On the remote community interpretation side, LanguageLine Solutions says they have “successfully tested the following platforms for SIP connectivity: Zoom, Vidyo, Amwell, Teleport, Caregility.” Boostlingo states that they have “integrated with Zoom, WebEx and other video conference platforms.” Cyracom works with “over a dozen video communication platforms, including Zoom, Webex, Epic Teams, Amwell etc.”
As you can see from the examples above, expanding access to remote interpretation services by integrating with meeting/event platforms and industry-specific/client-specific UIs is a long time coming. In reality, Microsoft Teams is late to the game.
Now, to the question of whether LSPs should be worried.
No, unless meeting platforms such as Zoom, Teams, WebEx decide to make or buy the core delivery platform and the support system to enter into the interpretation services industry.
Yes, because having the ability to receive calls from meeting platforms is no longer a competitive advantage for LSPs. User experience delivered by your core delivery and support systems is what will differentiate you. Access points such as Zoom, Teams, WebEx are the doors that allow users to enter your service. Ultimately, what they find after they pass through that door is what matters.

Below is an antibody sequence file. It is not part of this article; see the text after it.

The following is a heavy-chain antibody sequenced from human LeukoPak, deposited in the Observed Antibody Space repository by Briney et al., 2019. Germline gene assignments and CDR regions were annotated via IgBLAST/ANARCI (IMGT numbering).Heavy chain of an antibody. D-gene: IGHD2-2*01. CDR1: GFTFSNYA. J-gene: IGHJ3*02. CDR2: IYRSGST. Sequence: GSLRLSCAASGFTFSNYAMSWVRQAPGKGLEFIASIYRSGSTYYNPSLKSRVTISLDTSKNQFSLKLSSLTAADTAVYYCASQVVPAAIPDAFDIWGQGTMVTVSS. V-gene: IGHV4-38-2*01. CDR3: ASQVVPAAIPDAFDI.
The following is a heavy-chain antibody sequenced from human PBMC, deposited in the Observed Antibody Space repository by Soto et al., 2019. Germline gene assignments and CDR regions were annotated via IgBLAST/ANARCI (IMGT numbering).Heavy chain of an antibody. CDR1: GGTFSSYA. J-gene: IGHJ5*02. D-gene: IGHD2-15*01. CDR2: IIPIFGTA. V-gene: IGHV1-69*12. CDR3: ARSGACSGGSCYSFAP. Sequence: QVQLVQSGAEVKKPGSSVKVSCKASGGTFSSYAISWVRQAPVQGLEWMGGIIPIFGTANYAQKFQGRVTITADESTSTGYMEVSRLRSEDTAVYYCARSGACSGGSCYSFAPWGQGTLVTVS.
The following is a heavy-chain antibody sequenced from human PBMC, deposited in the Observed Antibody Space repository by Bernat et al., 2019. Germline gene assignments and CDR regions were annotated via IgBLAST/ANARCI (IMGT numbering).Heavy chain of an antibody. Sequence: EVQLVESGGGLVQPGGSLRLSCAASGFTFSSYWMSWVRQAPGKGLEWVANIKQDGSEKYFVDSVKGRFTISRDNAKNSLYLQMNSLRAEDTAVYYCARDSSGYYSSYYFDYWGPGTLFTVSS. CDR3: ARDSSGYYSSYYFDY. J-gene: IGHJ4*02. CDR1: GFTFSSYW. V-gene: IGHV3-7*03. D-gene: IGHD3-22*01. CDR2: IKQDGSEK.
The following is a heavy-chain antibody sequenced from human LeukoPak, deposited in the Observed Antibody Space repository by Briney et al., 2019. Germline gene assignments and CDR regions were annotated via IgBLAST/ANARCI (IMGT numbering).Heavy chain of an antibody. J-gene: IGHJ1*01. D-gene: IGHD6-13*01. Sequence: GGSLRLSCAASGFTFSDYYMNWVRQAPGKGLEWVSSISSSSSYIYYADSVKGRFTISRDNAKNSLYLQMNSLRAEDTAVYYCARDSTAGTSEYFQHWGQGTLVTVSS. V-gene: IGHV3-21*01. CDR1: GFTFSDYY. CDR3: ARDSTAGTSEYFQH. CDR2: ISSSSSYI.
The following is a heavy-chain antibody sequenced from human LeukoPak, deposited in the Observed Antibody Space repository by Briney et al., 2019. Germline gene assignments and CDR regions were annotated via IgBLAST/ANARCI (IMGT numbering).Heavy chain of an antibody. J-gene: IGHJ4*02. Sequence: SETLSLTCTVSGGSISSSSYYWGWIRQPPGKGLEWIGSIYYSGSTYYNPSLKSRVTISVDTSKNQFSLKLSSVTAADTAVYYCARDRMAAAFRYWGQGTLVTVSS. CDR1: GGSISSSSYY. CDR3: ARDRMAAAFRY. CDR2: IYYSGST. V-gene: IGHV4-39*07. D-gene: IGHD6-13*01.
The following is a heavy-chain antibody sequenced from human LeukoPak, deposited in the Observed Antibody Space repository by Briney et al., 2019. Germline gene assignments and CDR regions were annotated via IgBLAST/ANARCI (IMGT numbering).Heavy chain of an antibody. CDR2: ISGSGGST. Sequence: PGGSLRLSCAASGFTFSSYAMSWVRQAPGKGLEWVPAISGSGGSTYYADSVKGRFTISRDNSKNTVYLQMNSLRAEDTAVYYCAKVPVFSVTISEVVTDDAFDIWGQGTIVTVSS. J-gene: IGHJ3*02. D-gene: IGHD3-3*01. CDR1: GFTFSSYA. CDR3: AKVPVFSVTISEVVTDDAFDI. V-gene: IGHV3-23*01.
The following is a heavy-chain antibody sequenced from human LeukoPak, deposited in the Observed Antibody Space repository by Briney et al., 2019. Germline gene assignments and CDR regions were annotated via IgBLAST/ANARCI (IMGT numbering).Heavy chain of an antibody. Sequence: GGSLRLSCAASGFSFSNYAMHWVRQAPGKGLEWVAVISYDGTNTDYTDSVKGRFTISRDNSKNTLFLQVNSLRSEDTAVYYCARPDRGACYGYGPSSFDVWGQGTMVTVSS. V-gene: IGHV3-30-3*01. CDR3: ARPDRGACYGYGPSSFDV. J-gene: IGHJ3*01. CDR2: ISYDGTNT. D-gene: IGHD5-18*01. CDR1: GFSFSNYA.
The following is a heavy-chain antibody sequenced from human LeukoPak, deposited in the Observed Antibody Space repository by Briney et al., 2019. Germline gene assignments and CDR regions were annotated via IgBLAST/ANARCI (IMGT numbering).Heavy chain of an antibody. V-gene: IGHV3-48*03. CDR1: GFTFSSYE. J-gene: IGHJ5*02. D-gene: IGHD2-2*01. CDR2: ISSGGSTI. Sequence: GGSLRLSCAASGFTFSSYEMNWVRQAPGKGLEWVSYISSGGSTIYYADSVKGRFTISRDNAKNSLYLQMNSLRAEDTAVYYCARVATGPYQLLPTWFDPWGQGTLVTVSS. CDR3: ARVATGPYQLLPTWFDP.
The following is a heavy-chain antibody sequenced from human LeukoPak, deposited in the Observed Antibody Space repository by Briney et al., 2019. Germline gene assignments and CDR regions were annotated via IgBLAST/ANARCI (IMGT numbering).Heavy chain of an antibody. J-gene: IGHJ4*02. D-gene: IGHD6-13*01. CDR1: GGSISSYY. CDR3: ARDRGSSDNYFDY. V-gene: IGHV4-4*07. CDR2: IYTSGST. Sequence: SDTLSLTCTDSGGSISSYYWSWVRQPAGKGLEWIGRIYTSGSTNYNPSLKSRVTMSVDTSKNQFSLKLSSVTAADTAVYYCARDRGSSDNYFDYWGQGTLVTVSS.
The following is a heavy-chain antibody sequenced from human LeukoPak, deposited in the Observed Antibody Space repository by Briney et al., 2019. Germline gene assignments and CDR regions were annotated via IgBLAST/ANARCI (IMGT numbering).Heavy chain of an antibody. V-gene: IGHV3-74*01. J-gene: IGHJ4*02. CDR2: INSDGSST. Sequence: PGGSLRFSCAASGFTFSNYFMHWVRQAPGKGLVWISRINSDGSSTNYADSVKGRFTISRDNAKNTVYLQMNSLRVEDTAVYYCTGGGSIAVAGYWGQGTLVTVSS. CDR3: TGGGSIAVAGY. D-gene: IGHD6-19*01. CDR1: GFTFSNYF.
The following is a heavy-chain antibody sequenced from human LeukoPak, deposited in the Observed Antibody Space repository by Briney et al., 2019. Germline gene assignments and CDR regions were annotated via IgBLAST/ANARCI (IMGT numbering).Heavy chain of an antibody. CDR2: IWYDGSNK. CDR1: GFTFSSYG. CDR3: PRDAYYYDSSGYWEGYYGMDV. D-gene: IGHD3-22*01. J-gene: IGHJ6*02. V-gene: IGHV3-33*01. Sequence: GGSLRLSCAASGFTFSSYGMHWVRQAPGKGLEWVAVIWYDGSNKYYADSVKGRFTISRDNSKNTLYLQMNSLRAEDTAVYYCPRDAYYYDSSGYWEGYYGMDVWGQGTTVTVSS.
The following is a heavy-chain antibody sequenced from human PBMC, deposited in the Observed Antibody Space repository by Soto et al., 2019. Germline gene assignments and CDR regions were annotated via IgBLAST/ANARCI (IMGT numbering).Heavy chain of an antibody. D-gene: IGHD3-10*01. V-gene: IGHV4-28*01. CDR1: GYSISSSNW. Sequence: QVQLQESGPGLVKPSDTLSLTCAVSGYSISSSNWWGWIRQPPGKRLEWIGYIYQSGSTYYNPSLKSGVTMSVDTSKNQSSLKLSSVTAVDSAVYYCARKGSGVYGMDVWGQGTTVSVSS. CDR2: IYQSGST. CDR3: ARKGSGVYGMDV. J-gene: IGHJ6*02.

You may ask: Why then do remote interpretation LSPs focus so much on the means of access rather than the user experience before, during and after the actual interpretation session? The answer is valuation. The performance of tech stocks in the last decade has made anything that is perceived as “technology” attractive for investors. Even a strong company like Netflix cannot escape this pressure. A recent article by Frank Pallotta on CNN Business discussed how Netflix stock price has dropped because it is “becoming a more traditional media company” rather than being valued as a Big Tech company like Facebook, Google and Apple.
It’s true: technology creates the excitement. As a result, language companies want to look like technology companies. When I consult on M&A deals, analysts are largely in search of unique technology innovations that would revolutionize the field rather than the fundamentals. I am excited to see future breakthrough technologies in remote interpretation. But, I am making the case that integration with meeting platforms is not a breakthrough, at least not anymore. We need to change the conversation.
I applaud the colleagues who have developed the integration between their core remote interpretation delivery platforms with other systems to expand access to interpretation services. That being said, as an industry, we will be well-served to educate clients about the sophisticated work that goes into the service. Bottom line: it’s good for valuation. Equally important, the unsung heroes who make the remote interpretation world go round day in and day out deserve much appreciation and recognition. If we don’t do this, who is going to do it for us?